Condensing Gas Rooftop Units (C-RTUs)
Rooftop units (RTUs) are commonly used in commercial applications due to their inherent convenience: RTUs package heating and cooling equipment together in a space that doesn’t take up precious real estate and is still accessible to technicians. Condensing rooftop units (C-RTUs) have recently entered the commercial RTU market, providing the benefits of non-condensing RTUs at much higher efficiency levels and lower operating costs. In fact, condensing furnaces can achieve over 90 percent AFUE—a big upgrade when compared to traditional gas furnaces that range between 78- and 82-percent AFUE.
How It Works
The illustration to the left demonstrates how C-RTUs work when installed on the roof of your commercial building.
Condensing rooftop units (C-RTUs) work similarly to traditional gas RTUs with one crucial difference: the condensing systems use a secondary heat exchanger to extract heat from the flue gases—heat that would have otherwise been lost.
Note: This drawing is for illustration purposes only and does not represent the sizing or depth of the system or frame for all manufacturers' products. Check with manufacturer for exact measurements and specifications.
To better understand system challenges and to evaluate field performance, user acceptance, reliability, and energy savings potential in the Northwest, BetterBricks partnered with local utilities and businesses to install and monitor four C-RTUs during the 2018/2019 heating season.
The study found that C-RTUs have proven potential to achieve greater gas savings than standard efficiency units, including:
- Improved performance with 10-15% higher heating efficiency
- Up to 11.5% reduction in gas energy usage
The following resources were developed to help market actors across the supply chain learn, leverage, and share insights on C-RTU technology.
What’s the difference between installing condensing (C-RTUs) and conventional gas RTUs? Mostly it’s about careful attention to condensate management. The condensing furnace in C-RTUs requires considerations for piping, pumps, neutralizers, and freeze prevention – otherwise there’s the risk that the unit will not function as efficiently as specified, and there’s a threat that the original equipment manufacturer (OEM) may not honor their warranty.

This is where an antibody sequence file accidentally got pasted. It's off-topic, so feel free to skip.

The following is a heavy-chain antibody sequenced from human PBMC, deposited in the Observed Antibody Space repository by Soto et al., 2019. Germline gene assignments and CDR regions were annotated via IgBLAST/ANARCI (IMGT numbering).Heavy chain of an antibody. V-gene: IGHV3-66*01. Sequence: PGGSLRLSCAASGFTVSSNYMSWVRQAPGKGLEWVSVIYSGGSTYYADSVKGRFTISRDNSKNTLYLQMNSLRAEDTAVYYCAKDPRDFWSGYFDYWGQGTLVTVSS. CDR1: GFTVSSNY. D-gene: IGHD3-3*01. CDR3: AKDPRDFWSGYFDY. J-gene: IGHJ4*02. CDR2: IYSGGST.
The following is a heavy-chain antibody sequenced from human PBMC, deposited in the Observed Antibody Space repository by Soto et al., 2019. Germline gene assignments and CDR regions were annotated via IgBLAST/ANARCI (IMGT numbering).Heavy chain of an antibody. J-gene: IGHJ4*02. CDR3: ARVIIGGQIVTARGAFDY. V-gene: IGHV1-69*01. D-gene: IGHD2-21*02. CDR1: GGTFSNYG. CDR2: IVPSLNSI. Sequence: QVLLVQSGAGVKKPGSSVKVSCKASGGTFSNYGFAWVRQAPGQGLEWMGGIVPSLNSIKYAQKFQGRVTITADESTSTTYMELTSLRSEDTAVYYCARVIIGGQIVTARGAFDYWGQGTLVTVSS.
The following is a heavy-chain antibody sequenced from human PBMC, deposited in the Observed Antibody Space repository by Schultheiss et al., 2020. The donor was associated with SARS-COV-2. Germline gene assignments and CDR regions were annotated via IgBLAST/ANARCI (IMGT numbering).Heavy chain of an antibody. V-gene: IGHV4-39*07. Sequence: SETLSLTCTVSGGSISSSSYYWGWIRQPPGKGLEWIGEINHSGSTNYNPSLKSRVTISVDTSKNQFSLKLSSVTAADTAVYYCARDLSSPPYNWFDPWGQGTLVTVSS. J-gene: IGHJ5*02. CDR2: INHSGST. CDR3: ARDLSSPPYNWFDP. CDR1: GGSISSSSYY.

Condensing Rooftop Units (C-RTUs) Bring Promise of Higher Efficiency and Reduced Building Operating Costs
Rooftop units (RTUs)—HVAC appliances installed on building roofs—are commonly used in commercial applications due to their inherent convenience: RTUs package heating and cooling equipment together in a space that doesn’t take up precious real estate and is still accessible to technicians.
To better understand challenges and to evaluate field performance, user acceptance, reliability, and energy savings potential in the Northwest, NEEA partnered with local utilities and businesses to install and monitor four condensing rooftop units (C-RTUs). This report summarizes the field study results from those four units during the 2018/2019 heating season. For more detailed information and findings, view the C-RTU Field Study Final Report at: betterbricks.com/resources/condensing-rooftop-unit-field-study-final-report
Condensing Gas Rooftop Units (C-RTUs) are an excellent technology for commercial buildings to increase their HVAC gas efficiency levels. As with all technologies, some buildings are better candidates for C-RTU installation than others. Here are a few considerations to determine if your building could be a good candidate for C-RTUs.
C-RTU Training Slides & Webinars
The following training presentations explored gas-fired C-RTU technology and its performance on commercial facilities. The trainings highlight the energy efficiency benefits associated with C-RTUs, while debunking current myths.
Special thanks to local members of the C-RTU Huddle for their input and support: Rudy Caffall (Aaon/Johnson Barrow), Richard Lord (Carrier), Allison Kim (Cushman & Wakefield), Jeremy Prys (Engineered Air), Ryan Kerr (Gas Technology Institute), Jim Clancy (ICE Western), Mike Berry (McClintock and Bustad, Inc.), and John McKissack (Nortek).